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Edge glitch on external interrupt

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I have come across a problem with a spurious external interrupt on a BL2600 processor board (RCM3200). I have Int0 configured to trigger on the falling edge of an input pulse on PE4 with a priority of 2.

WrPortI( I0CR, &I0CRShadow, 0x10 + 0x2 );

The input signal is normally high (5.0V) and pulses low for 7us to generate the interrupt. A counter in the ISR shows two counts for each input pulse where there should only be one.

I added some code at the start of the ISR to toggle an output bit each time it fires. Actually that was the only code in the ISR for this test. When I scope out the pulse input and toggle output signals, I can see that the ISR usually fires on both the falling and rising edges of the input when it crosses the 2.0V threshold. Sometimes the ISR fires twice on the rising edge alone. The external input signal has about 1us fall time and 500us rise time.

I added an external 2K2 pull up resistor to 5.0V for the PE4 input which reduced the input signal rise time from 500us to 50us. This eliminated most of the spurious triggers but it still happens fairly regularly, maybe once in 10-20 interrupts compared to practically every one.

We already have a number of boards in the field so adding an external resistor as a fix is less than ideal. Spurious interrupts are still occurring anyway and I need to eliminate them. This seems more like a hardware glitch on the R3000 processor input pin (no hysteresis?). Is there some way to prevent the interrupt from firing on a slow rising edge as it crosses the input switching threshold? I'm looking for a software solution here rather than any hardware changes.

Thanks,

Doug
asked Sep 26, 2014 in Rabbit Software by edg10 New to the Community (5 points)
retagged Sep 29, 2014 by edg10

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3 Answers

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One solution to this issue may be to disable the interrupt in the ISR and re enable it a set time later. It will really depend on the frequency of the pulses you are triggering on. If the time between pulses is relatively long then you can avoid the glitches by triggering on the first instance and not re enabling the interrupt until the you are sure the pulse is finished.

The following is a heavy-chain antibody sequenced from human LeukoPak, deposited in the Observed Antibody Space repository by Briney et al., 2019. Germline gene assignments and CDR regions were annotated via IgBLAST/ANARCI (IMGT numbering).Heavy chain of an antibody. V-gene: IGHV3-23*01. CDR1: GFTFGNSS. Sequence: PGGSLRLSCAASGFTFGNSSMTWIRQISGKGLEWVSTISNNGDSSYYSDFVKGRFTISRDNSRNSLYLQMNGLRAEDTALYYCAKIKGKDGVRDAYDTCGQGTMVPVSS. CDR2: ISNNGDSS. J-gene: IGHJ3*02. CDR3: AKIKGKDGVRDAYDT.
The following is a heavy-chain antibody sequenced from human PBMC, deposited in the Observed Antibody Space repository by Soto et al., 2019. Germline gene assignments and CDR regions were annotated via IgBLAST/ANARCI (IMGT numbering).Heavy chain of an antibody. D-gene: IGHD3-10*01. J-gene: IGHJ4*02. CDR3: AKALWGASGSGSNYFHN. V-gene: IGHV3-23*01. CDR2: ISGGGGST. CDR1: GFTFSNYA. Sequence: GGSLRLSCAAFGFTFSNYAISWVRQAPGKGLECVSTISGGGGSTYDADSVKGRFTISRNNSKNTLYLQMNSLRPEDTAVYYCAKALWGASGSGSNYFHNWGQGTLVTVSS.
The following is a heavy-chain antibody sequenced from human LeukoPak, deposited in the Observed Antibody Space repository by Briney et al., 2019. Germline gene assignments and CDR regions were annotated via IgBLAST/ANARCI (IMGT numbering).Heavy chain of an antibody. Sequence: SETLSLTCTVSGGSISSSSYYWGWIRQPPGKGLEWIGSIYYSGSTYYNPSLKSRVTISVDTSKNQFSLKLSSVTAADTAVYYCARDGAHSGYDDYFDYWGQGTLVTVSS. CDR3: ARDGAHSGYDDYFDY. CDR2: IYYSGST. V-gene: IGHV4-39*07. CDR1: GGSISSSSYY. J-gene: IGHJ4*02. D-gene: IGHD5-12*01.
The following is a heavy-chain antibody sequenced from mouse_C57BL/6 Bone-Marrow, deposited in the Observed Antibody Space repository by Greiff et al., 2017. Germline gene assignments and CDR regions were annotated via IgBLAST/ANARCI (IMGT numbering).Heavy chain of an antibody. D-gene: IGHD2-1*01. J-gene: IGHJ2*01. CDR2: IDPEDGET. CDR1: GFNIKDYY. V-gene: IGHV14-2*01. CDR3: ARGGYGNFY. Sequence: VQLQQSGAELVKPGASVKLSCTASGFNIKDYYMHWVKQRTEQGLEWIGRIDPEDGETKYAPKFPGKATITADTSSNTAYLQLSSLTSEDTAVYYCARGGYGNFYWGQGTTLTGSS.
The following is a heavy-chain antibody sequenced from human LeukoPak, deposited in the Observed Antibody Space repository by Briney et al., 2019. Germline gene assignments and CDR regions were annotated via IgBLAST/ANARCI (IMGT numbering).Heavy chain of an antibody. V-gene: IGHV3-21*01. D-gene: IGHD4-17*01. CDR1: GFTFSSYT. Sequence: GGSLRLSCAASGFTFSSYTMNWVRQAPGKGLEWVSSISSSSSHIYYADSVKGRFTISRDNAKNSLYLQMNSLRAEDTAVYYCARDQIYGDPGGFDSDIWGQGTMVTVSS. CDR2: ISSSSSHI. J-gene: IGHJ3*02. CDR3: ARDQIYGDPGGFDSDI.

Alternatively, you can trigger on the first event and record the trigger time, then only fully service events which occur after the minimum time has elapsed and exit the ISR early if an interrupt is triggered before the minimum time.
answered Sep 27, 2014 by petermcs Veteran of the Digi Community (1,128 points)
selected Sep 29, 2014 by edg10
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I recommend making your ISR routine as short as possible and if possible in assembly only. You could be running into latency issues.

From an Ask Larry article on ISR's:

The main design goal of most ISRs should be to execute as quickly as possible. Usually this means that they should have a minimum of instructions. An ISR written in C, in most cases, will violate this goal. In general, you have very little idea as to how long C statements take to execute. This is mainly due to the compiler inserting function calls into the compiled C code. I usually tell customers that there is roughly a 5 to 1 ratio in execution time between C and assembly language.

Here are a few guidelines for writing ISRs:
•Write the ISR in assembly language.
•Do not have any looping constructions.
•Determine the clock cycles for each instruction and add them so you know how long the ISR takes – don’t forget to take into account the interrupt latency time! Worst case interrupt latency for the Rabbit® processors is 30 clocks.
•Set the Interrupt Priority Level (IPL) appropriately – in most cases the lowest active level.
•Determine the percentage of CPU time the ISR is going to take. This may not be easy but is worthwhile. This will give you an idea of what percentage of processor time is going to be used by the USR.

We once received code from a customer who had a “very short ISR written in C” only to find that the ISR called a library function that included thousands of lines of C code. It certainly looked short on the screen, but the code he was running was anything but.
answered Sep 26, 2014 by trooper2 Veteran of the Digi Community (589 points)
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Thanks for the suggestions. I currently set a flag when the interrupt is entered and clear it later when an external task is complete. Any interrupt that occurs while the flag is still set is an error and I ignore it.
I might try disabling the interrupt when the ISR is fired and setting it again when the flag gets cleared but just ignoring it for now seems to be working.
answered Sep 29, 2014 by edg10 New to the Community (5 points)
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